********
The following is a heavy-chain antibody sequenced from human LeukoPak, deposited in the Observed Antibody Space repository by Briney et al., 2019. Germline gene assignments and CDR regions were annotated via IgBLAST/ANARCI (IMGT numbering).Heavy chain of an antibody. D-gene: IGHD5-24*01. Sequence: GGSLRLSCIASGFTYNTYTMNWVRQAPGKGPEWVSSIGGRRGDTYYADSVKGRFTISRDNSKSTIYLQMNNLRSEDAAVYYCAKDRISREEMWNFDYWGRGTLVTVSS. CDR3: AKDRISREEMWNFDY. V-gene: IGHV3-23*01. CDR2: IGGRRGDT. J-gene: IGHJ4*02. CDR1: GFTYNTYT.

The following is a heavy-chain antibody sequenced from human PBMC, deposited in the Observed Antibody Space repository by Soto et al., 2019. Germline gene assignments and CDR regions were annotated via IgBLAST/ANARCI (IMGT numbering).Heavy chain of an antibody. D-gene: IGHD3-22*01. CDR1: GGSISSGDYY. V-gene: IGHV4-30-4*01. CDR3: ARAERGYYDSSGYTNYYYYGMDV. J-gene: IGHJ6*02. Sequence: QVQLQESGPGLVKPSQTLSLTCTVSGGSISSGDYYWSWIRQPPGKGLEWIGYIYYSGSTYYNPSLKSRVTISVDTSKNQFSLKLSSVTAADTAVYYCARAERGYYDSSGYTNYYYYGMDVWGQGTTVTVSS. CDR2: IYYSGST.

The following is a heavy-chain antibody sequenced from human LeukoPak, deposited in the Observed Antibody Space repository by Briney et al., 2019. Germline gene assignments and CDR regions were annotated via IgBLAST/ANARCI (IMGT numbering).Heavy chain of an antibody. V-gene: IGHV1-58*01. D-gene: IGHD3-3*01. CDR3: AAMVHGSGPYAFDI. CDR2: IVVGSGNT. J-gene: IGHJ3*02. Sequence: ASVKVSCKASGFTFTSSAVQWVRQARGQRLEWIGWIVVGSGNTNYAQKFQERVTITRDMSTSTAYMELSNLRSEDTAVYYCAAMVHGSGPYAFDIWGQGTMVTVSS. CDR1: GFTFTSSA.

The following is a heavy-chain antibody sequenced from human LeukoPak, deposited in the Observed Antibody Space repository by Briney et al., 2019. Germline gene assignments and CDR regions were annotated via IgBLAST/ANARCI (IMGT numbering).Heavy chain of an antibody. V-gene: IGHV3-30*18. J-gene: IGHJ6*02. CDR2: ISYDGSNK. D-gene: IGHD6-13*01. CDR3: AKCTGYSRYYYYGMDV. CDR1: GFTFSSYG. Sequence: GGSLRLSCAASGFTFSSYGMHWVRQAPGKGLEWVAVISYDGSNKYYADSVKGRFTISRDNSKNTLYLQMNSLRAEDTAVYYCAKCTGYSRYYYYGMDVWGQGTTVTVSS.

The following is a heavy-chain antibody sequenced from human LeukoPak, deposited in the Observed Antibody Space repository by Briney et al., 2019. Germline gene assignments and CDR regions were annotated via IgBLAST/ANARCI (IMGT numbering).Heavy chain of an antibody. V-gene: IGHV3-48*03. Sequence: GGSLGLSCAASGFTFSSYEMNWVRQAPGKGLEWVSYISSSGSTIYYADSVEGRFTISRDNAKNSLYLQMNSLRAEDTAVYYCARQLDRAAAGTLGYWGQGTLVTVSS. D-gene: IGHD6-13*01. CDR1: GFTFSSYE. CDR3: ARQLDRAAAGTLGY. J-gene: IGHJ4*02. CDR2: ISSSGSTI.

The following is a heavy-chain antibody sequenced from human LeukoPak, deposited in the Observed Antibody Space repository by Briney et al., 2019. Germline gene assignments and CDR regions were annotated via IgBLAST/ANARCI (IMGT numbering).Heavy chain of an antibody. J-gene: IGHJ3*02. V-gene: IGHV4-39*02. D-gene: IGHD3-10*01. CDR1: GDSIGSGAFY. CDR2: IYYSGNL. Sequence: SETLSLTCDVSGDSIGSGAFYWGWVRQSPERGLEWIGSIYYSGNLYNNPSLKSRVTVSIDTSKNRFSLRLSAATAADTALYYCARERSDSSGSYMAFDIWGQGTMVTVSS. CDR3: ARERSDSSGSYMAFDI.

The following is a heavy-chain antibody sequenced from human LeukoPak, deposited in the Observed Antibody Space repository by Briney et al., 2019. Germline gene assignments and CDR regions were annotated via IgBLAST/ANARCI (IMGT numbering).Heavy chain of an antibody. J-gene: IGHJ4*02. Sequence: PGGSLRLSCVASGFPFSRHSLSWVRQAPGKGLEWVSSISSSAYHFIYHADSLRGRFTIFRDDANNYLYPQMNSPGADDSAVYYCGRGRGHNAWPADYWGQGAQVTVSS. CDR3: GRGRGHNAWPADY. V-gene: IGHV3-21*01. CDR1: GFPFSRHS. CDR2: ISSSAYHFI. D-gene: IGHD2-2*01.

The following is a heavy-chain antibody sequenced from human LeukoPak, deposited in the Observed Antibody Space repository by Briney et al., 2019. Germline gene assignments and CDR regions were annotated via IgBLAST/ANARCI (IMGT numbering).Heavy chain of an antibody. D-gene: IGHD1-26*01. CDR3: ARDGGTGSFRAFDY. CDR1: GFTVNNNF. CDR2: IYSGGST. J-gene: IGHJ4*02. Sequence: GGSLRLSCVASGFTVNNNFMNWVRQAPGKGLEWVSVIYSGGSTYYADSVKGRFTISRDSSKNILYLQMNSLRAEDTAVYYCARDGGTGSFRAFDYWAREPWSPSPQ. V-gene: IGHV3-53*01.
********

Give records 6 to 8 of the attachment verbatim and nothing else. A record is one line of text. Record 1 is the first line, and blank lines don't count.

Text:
The following is a heavy-chain antibody sequenced from human LeukoPak, deposited in the Observed Antibody Space repository by Briney et al., 2019. Germline gene assignments and CDR regions were annotated via IgBLAST/ANARCI (IMGT numbering).Heavy chain of an antibody. J-gene: IGHJ3*02. V-gene: IGHV4-39*02. D-gene: IGHD3-10*01. CDR1: GDSIGSGAFY. CDR2: IYYSGNL. Sequence: SETLSLTCDVSGDSIGSGAFYWGWVRQSPERGLEWIGSIYYSGNLYNNPSLKSRVTVSIDTSKNRFSLRLSAATAADTALYYCARERSDSSGSYMAFDIWGQGTMVTVSS. CDR3: ARERSDSSGSYMAFDI.

The following is a heavy-chain antibody sequenced from human LeukoPak, deposited in the Observed Antibody Space repository by Briney et al., 2019. Germline gene assignments and CDR regions were annotated via IgBLAST/ANARCI (IMGT numbering).Heavy chain of an antibody. J-gene: IGHJ4*02. Sequence: PGGSLRLSCVASGFPFSRHSLSWVRQAPGKGLEWVSSISSSAYHFIYHADSLRGRFTIFRDDANNYLYPQMNSPGADDSAVYYCGRGRGHNAWPADYWGQGAQVTVSS. CDR3: GRGRGHNAWPADY. V-gene: IGHV3-21*01. CDR1: GFPFSRHS. CDR2: ISSSAYHFI. D-gene: IGHD2-2*01.

The following is a heavy-chain antibody sequenced from human LeukoPak, deposited in the Observed Antibody Space repository by Briney et al., 2019. Germline gene assignments and CDR regions were annotated via IgBLAST/ANARCI (IMGT numbering).Heavy chain of an antibody. D-gene: IGHD1-26*01. CDR3: ARDGGTGSFRAFDY. CDR1: GFTVNNNF. CDR2: IYSGGST. J-gene: IGHJ4*02. Sequence: GGSLRLSCVASGFTVNNNFMNWVRQAPGKGLEWVSVIYSGGSTYYADSVKGRFTISRDSSKNILYLQMNSLRAEDTAVYYCARDGGTGSFRAFDYWAREPWSPSPQ. V-gene: IGHV3-53*01.